Burj Khalifa — The World’s Tallest Tower Essay Sample
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Introduction of TOPIC
Burj Khalifa lifts the world’s head proudly skywards, surpassing limits and expectations. Rising gracefully from the desert and honouring Dubai with a new glow. Burj Khalifa is at the heart of Dubai and its people; the centre for the world’s finest shopping, dining and entertainment and home for the world’s elite. Burj Khalifa’s Grand Vision
World’s tallest building. A living wonder. Stunning work of art. Incomparable feat of engineering. Burj Khalifa is all that. In concept and execution, Burj Khalifa has no peer. More than just the world’s tallest building, Burj Khalifa is an unprecedented example of international cooperation, symbolic beacon of progress, and an emblem of the new, dynamic and prosperous Middle East. It is also tangible proof of Dubai’s growing role in a changing world. In fewer than 30 years, this city has transformed itself from a regional centre to a global one. This success was not based on oil reserves, but on reserves of human talent, ingenuity and initiative.
Burj Khalifa embodies that vision. Mr Mohamed Alabbar, Chairman, Emaar Properties, said: “Burj Khalifa goes beyond its imposing physical specifications. In Burj Khalifa, we see the triumph of Dubai’s vision of attaining the seemingly impossible and setting new benchmarks. It is a source of inspiration for every one of us in Emaar. The project is a declaration of the emirate’s capabilities and of the resolve of its leaders and people to work hand in hand on truly awe-inspiring projects. Emaar had but one inspiration, the unflagging enthusiasm set in motion by His Highness Sheikh Mohammed Bin Rashid Al Maktoum, Vice President and Prime Minister of the UAE and Ruler of Dubai, who inspires us to reach for the stars. Building a Global Icon
Excavation work began for Burj Khalifa in January 2004 and over the ensuing years to its completion, the building passed many important milestones on its goal to become the tallest man-made structure the world has ever seen. In just 1,325 days since excavation work started in January, 2004, Burj Khalifa became the tallest free-standing structure in the world. Burj Khalifa Construction Timeline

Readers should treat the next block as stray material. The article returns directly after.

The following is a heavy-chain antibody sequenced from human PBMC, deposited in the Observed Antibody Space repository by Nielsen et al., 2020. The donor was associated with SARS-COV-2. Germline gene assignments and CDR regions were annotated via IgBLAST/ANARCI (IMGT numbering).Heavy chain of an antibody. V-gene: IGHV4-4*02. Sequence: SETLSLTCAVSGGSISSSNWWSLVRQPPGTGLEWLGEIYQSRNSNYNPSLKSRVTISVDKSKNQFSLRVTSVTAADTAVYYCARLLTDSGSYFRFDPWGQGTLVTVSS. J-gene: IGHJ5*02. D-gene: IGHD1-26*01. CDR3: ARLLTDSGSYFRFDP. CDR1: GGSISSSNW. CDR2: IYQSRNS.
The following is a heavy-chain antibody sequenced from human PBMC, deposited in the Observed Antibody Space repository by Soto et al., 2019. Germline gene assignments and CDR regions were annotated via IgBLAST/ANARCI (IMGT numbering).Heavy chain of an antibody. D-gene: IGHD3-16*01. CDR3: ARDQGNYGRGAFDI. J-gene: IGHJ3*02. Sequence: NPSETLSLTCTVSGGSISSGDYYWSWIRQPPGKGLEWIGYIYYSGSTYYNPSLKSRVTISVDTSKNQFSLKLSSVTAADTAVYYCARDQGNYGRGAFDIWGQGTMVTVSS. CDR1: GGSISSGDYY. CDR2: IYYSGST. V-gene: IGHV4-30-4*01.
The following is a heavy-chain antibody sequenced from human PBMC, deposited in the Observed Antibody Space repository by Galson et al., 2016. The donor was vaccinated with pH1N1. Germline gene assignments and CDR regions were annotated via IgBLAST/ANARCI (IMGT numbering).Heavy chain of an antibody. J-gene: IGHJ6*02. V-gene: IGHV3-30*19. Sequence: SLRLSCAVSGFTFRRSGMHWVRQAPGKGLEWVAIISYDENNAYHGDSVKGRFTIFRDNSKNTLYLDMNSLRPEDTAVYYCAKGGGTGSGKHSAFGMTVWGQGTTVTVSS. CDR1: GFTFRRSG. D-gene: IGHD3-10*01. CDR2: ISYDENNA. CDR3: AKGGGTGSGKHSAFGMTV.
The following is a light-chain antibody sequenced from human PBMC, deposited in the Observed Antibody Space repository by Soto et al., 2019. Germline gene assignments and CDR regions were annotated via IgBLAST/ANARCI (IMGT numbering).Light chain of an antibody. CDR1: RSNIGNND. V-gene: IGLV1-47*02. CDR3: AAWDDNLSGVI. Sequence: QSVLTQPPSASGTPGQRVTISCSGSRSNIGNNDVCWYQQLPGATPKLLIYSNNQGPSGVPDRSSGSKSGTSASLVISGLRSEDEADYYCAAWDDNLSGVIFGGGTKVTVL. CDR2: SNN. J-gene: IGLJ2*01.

January 2004| Excavation started|
February 2004 | Piling started|
March 2005| Superstructure started|
June 2006 | Level 50 reached|
January 2007| Level 100 reached|
March 2007| Level 110 reached|
April 2007| Level 120 reached|
May 2007| Level 130 reached|
July 2007| Level 141 reached – world’s tallest building|
September 2007| Level 150 reached – world’s tallest free-standing structure|
April 2008| Level 160 reached – world’s tallest man-made structure|
January 2009| Completion of spire – Burj Khalifa tops out|
September 2009| Exterior cladding completed|
January 2010| Official launch ceremony|
Over 45,000 m3 (58,900 cu yd) of concrete, weighing more than 110,000 tonnes were used to construct the concrete and steel foundation, which features 192 piles buried more than 50 m (164 ft) deep. Burj Khalifa’s construction will have used 330,000 m3 (431,600 cu yd) of concrete and 39,000 tonnes (43,000 ST; 38,000 LT) of steel rebar, and construction will have taken 22 million man-hours. Exterior cladding of Burj Khalifa began in May 2007 and was completed in September 2009. The vast project involved more than 380 skilled engineers and on-site technicians. At the initial stage of installation, the team progressed at the rate of about 20 to 30 panels per day and eventually achieved as many as 175 panels per day.